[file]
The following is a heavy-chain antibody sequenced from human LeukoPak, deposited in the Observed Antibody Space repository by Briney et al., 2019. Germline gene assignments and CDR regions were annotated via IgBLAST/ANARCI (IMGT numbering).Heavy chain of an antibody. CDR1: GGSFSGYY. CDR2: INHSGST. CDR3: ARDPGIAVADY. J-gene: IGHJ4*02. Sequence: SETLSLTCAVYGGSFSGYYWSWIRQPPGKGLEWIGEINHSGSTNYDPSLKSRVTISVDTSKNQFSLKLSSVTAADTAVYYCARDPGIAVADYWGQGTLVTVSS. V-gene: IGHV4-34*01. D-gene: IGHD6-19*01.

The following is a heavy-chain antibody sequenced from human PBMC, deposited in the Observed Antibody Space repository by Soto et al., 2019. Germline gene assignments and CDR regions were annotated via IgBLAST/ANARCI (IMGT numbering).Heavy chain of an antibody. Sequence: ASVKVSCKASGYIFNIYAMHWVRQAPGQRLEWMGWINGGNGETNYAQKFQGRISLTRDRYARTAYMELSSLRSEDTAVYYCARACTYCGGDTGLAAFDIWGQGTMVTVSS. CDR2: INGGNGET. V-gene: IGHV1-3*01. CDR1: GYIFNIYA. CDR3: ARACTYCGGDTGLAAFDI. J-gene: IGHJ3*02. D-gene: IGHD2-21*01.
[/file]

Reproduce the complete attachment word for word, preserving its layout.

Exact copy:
The following is a heavy-chain antibody sequenced from human LeukoPak, deposited in the Observed Antibody Space repository by Briney et al., 2019. Germline gene assignments and CDR regions were annotated via IgBLAST/ANARCI (IMGT numbering).Heavy chain of an antibody. CDR1: GGSFSGYY. CDR2: INHSGST. CDR3: ARDPGIAVADY. J-gene: IGHJ4*02. Sequence: SETLSLTCAVYGGSFSGYYWSWIRQPPGKGLEWIGEINHSGSTNYDPSLKSRVTISVDTSKNQFSLKLSSVTAADTAVYYCARDPGIAVADYWGQGTLVTVSS. V-gene: IGHV4-34*01. D-gene: IGHD6-19*01.

The following is a heavy-chain antibody sequenced from human PBMC, deposited in the Observed Antibody Space repository by Soto et al., 2019. Germline gene assignments and CDR regions were annotated via IgBLAST/ANARCI (IMGT numbering).Heavy chain of an antibody. Sequence: ASVKVSCKASGYIFNIYAMHWVRQAPGQRLEWMGWINGGNGETNYAQKFQGRISLTRDRYARTAYMELSSLRSEDTAVYYCARACTYCGGDTGLAAFDIWGQGTMVTVSS. CDR2: INGGNGET. V-gene: IGHV1-3*01. CDR1: GYIFNIYA. CDR3: ARACTYCGGDTGLAAFDI. J-gene: IGHJ3*02. D-gene: IGHD2-21*01.